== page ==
The Rise of Tactical Allocation

March 29, 2012

Portfolio construction has typically relied on strategic asset allocation to help control volatility.  The idea is that if you combine assets with low correlations, you can significantly reduce the volatility of your returns.  Lately, however, correlations have become a problem.  Jeff Benjamin, writing in Investment News, discusses the problem:

Asset classes have become so highly correlated over the past few years that many traditional diversification strategies have lost their effectiveness.

For example, take the link between growth and value stocks.

For the decade ended December 2000, the correlation between the Russell 1000 Growth Index and the Russell 1000 Value Index was just 57%. During the decade ended this past December, it jumped to 92%.

For a more extreme case, compare the correlation of the MSCI Emerging Markets Index with the Russell growth index. The former was negatively correlated to the latter by 6% — which was great for those seeking diversification — in the decade through December 2000, but the correlation spiked to 89% in the following decade.

You can see the issue—drastically changing correlations will move your efficient frontier far from where you imagined it was.

Some of the observers Mr. Benjamin quoted were blunt:

“Traditional diversification is like a seat belt that only works when you’re not in a car accident,” said Michael Abelson, senior vice president of investments at Genworth Financial Wealth Management Inc.

“Depending on risk tolerance, we might recommend allocating half a portfolio to a diversified strategic strategy and then 30% to 35% to a tactical strategy and 15% to 20% to alternatives,” Mr. Abelson said.

Besides having a knack for a fine turn of phrase, Mr. Abelson mentions something that we have noticed more and more in recent years.  It used to be the case that tactical allocation was used as a satellite strategy and might get only a 10% slice of a portfolio.  Now, we often see the tactical strategy with a 35-50% weight.  Some advisors are even using the tactical allocation as the core strategy and arranging alternatives and other asset classes as strategic overweights.

With the rise of tactical allocation come new challenges.  Chief among them is how to manage the tactical portion of the portfolio.  All-in/all-out timing decisions are notoriously difficult to get right.  Overweighting and underweighting based on valuation requires sophisticated modeling that must be constantly updated.  In addition, many assets are resistant to traditional valuation methods.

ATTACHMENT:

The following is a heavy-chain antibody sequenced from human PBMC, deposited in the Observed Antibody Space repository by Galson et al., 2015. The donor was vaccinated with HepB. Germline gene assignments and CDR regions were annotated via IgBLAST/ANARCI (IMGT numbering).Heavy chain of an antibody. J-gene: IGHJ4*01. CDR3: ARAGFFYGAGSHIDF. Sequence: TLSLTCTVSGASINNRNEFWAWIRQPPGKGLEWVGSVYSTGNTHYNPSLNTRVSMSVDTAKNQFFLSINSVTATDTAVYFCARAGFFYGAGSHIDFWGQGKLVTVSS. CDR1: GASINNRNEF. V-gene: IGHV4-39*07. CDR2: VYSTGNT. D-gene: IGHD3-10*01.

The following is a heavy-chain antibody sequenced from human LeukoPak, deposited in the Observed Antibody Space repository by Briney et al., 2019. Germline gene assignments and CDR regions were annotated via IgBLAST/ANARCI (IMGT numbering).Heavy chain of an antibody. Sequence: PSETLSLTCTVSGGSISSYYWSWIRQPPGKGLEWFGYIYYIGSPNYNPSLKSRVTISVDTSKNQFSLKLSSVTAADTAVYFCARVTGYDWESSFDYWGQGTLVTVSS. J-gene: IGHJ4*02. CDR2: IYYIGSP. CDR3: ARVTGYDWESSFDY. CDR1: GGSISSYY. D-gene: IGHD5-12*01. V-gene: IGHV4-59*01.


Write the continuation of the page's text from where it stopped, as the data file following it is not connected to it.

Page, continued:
One method that does work over time is tactical asset class rotation using relative strength.  We’ve chosen that path for our Global Macro strategy because it allows a very large and diversified universe to be ranked on the same metric.  That, and because it works.

Click here and here for disclosures.  Past performance is no guarantee of future returns.

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Fund Flows

March 29, 2012

The Investment Company Institute is the national association of U.S.investment companies, including mutual funds, closed-end funds, exchange-traded funds (ETFs), and unit investment trusts (UITs).  Members of ICI manage total assets of $11.82 trillion and serve nearly 90 million shareholders.  Flow estimates are derived from data collected covering more than 95 percent of industry assets and are adjusted to represent industry totals.

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Winners Keep Winning

March 29, 2012

The Final Four has been determined for the NCAA tournament.  (I hope your bracket doesn’t look anything like mine!)  To try to reward the best teams with the easiest path to the Final Four, the tournament committee seeds all 64 (now 68) teams.  The idea is that you will get a high seed if you have been one of the top teams all season.

While there are always upsets, for the most part, the top teams continue to win.  That is, after all, why they are the top teams.

Econompic Data carried an article about the win rates for the top seeds.  Below is their graphic showing the seed level of all of the teams to get to the Final Four since 1997.

Winners Keep Winning

Source: EconompicData   (click to enlarge to full size)

As you can see from the data, more than 80% of the Final Four teams were one of the top four seeds in their division.  In effect, for the most part, the Final Four teams were a subset of the top sixteen teams.  If you start to think of high relative strength securities as top seeds you’ll see where this is going.

Every now and then a dark horse slips in, but most teams have been top teams all year.  Winners keep winning.

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